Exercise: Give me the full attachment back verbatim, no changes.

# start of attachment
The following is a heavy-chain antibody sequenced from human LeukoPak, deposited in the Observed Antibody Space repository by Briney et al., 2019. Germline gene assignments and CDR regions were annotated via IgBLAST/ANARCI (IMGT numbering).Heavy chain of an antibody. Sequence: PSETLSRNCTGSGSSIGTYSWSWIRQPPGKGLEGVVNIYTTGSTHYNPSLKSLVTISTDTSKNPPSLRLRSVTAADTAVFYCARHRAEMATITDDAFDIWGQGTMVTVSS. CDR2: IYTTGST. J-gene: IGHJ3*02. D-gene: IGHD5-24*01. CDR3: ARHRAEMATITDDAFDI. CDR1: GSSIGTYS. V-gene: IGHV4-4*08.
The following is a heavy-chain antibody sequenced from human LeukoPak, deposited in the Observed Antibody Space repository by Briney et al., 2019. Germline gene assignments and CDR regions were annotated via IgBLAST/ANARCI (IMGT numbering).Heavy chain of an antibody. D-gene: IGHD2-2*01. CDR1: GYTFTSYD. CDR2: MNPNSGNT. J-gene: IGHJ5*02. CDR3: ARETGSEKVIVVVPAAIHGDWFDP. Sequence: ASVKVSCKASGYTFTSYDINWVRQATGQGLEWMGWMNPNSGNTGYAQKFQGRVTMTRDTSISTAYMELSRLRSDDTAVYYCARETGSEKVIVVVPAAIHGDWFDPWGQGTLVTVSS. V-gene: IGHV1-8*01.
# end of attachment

The following is a heavy-chain antibody sequenced from human LeukoPak, deposited in the Observed Antibody Space repository by Briney et al., 2019. Germline gene assignments and CDR regions were annotated via IgBLAST/ANARCI (IMGT numbering).Heavy chain of an antibody. Sequence: PSETLSRNCTGSGSSIGTYSWSWIRQPPGKGLEGVVNIYTTGSTHYNPSLKSLVTISTDTSKNPPSLRLRSVTAADTAVFYCARHRAEMATITDDAFDIWGQGTMVTVSS. CDR2: IYTTGST. J-gene: IGHJ3*02. D-gene: IGHD5-24*01. CDR3: ARHRAEMATITDDAFDI. CDR1: GSSIGTYS. V-gene: IGHV4-4*08.
The following is a heavy-chain antibody sequenced from human LeukoPak, deposited in the Observed Antibody Space repository by Briney et al., 2019. Germline gene assignments and CDR regions were annotated via IgBLAST/ANARCI (IMGT numbering).Heavy chain of an antibody. D-gene: IGHD2-2*01. CDR1: GYTFTSYD. CDR2: MNPNSGNT. J-gene: IGHJ5*02. CDR3: ARETGSEKVIVVVPAAIHGDWFDP. Sequence: ASVKVSCKASGYTFTSYDINWVRQATGQGLEWMGWMNPNSGNTGYAQKFQGRVTMTRDTSISTAYMELSRLRSDDTAVYYCARETGSEKVIVVVPAAIHGDWFDPWGQGTLVTVSS. V-gene: IGHV1-8*01.